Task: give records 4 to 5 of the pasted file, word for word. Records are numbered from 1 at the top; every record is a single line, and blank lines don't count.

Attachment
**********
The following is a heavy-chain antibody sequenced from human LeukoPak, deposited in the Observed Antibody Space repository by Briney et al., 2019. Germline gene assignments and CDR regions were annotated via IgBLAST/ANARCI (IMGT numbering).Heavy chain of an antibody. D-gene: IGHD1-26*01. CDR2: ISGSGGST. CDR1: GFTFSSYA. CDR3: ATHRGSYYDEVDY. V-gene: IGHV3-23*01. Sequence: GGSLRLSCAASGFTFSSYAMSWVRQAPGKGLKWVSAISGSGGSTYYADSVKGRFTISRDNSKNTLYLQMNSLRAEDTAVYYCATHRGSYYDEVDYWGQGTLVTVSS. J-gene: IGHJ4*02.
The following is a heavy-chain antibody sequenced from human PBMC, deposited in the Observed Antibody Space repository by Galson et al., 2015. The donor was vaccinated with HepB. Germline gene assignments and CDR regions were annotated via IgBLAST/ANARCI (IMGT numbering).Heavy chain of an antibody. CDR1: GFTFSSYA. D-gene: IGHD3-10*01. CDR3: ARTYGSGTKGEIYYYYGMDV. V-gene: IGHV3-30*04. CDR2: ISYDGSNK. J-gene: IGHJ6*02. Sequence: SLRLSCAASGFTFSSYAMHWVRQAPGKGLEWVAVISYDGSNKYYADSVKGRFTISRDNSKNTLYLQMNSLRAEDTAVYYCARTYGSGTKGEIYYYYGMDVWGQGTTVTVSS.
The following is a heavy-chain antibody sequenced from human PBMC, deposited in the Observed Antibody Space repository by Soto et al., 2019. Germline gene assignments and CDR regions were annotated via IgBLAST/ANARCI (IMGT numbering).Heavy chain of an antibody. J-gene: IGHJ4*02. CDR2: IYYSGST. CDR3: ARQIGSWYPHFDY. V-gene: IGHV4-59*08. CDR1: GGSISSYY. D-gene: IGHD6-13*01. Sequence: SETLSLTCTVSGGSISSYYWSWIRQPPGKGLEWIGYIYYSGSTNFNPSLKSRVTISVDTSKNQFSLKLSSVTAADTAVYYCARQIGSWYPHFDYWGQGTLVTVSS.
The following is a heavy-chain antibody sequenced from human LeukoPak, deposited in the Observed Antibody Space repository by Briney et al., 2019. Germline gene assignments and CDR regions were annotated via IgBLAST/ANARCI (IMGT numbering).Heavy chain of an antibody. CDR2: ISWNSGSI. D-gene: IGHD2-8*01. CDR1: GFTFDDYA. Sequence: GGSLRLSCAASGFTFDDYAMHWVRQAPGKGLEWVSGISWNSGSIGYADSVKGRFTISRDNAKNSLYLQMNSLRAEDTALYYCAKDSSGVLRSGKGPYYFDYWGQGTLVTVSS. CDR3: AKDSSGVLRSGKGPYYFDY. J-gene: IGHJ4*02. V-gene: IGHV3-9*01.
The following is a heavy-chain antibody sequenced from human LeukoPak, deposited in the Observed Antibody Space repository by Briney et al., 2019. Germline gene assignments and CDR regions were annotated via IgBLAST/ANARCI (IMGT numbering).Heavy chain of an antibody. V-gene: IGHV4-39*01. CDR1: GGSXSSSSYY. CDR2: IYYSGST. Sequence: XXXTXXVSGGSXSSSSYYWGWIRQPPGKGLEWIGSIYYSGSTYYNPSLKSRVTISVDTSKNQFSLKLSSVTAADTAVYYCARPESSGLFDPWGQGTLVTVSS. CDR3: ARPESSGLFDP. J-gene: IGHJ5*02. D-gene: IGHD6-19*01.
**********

The following is a heavy-chain antibody sequenced from human LeukoPak, deposited in the Observed Antibody Space repository by Briney et al., 2019. Germline gene assignments and CDR regions were annotated via IgBLAST/ANARCI (IMGT numbering).Heavy chain of an antibody. CDR2: ISWNSGSI. D-gene: IGHD2-8*01. CDR1: GFTFDDYA. Sequence: GGSLRLSCAASGFTFDDYAMHWVRQAPGKGLEWVSGISWNSGSIGYADSVKGRFTISRDNAKNSLYLQMNSLRAEDTALYYCAKDSSGVLRSGKGPYYFDYWGQGTLVTVSS. CDR3: AKDSSGVLRSGKGPYYFDY. J-gene: IGHJ4*02. V-gene: IGHV3-9*01.
The following is a heavy-chain antibody sequenced from human LeukoPak, deposited in the Observed Antibody Space repository by Briney et al., 2019. Germline gene assignments and CDR regions were annotated via IgBLAST/ANARCI (IMGT numbering).Heavy chain of an antibody. V-gene: IGHV4-39*01. CDR1: GGSXSSSSYY. CDR2: IYYSGST. Sequence: XXXTXXVSGGSXSSSSYYWGWIRQPPGKGLEWIGSIYYSGSTYYNPSLKSRVTISVDTSKNQFSLKLSSVTAADTAVYYCARPESSGLFDPWGQGTLVTVSS. CDR3: ARPESSGLFDP. J-gene: IGHJ5*02. D-gene: IGHD6-19*01.